University of Otago psychology student Grant Kingi
practises the delivery of a poem that rails against the
destructiveness of problem gambling. Photo by Dan
A local gambling addiction counsellor is concerned that
more young Dunedin people than ever are being enticed into
playing slot machines by intrusive online gambling games.
Salvation Army Oasis Centre counsellor Chris Watkins said
games such as Slotomania, on Facebook, were encouraging
people into real gambling and slot machines.
Problem gamblers were coming to Oasis counsellors at a rate
of 20 to 25 a week and many of them had lost tens of
thousands of dollars.
''These people have lost everything ... and we know the
problem is a lot worse,'' Mr Watkins said.
One way of dealing with the problem was for problem gamblers
to voluntarily include their name on a list of people banned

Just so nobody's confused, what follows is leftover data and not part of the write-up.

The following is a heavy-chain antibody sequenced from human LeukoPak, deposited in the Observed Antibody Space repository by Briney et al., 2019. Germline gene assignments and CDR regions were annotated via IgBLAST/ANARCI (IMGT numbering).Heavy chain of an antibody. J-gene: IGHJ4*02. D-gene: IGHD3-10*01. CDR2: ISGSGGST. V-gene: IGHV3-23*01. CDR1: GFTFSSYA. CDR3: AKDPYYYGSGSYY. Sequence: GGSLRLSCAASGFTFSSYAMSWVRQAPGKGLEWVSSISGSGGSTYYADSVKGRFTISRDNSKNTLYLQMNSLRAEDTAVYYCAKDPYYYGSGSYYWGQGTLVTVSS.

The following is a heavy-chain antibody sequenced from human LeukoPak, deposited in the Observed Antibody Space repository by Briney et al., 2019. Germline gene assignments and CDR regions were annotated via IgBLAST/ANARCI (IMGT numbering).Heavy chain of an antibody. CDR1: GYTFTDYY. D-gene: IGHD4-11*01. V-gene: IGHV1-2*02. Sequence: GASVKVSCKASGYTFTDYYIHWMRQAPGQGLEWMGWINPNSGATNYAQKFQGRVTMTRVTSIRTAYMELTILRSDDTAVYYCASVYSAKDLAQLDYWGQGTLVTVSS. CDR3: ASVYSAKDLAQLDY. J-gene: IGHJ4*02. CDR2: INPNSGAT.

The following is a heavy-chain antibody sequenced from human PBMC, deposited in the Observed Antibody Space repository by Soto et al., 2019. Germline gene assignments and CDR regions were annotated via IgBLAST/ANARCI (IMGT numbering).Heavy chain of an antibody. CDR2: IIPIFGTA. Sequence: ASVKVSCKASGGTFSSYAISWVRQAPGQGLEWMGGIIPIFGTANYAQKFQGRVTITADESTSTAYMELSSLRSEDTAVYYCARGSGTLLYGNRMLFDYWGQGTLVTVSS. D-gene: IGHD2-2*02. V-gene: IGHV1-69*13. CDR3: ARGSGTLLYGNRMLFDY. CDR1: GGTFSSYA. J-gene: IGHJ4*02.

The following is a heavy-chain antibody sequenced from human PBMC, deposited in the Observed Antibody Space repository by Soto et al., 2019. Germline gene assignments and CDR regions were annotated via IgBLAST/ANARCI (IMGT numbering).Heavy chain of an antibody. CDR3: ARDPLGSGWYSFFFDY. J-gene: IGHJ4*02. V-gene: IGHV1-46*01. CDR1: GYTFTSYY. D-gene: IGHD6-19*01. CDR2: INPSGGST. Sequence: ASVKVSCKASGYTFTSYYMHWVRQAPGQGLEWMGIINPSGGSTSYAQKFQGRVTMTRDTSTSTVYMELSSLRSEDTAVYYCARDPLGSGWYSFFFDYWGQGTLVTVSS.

from local gambling establishments.
About two people a week were doing that.
The issue of youth gambling would also be tackled in the
Choice Not Chance Local Legends Community Festival in Dunedin
Rapper Scribe will headline the festival that aims to
celebrate the creativity of Dunedin's young people and
increase awareness of gambling harm.
Mr Watkins said Scribe would perform live and share his own
Dunedin MC Beau Jeffries and other music, poetry and dance
acts would also perform, including part-time poet Grant Kingi
Mr Kingi, a University of Otago psychology student, said he
had not had a gambling problem himself but it had affected
his parents when he was growing up.
''People find it hard to find jobs and are looking to find
money in other means.
''It seems like they have no choice but to revert to
He said people should not feel ashamed and should get help if
they thought they had a problem.
The Choice Not Chance Local Legends Community Festival is on
next Friday, at the Glenroy Auditorium, in the Town Hall,
from 10am to 2pm.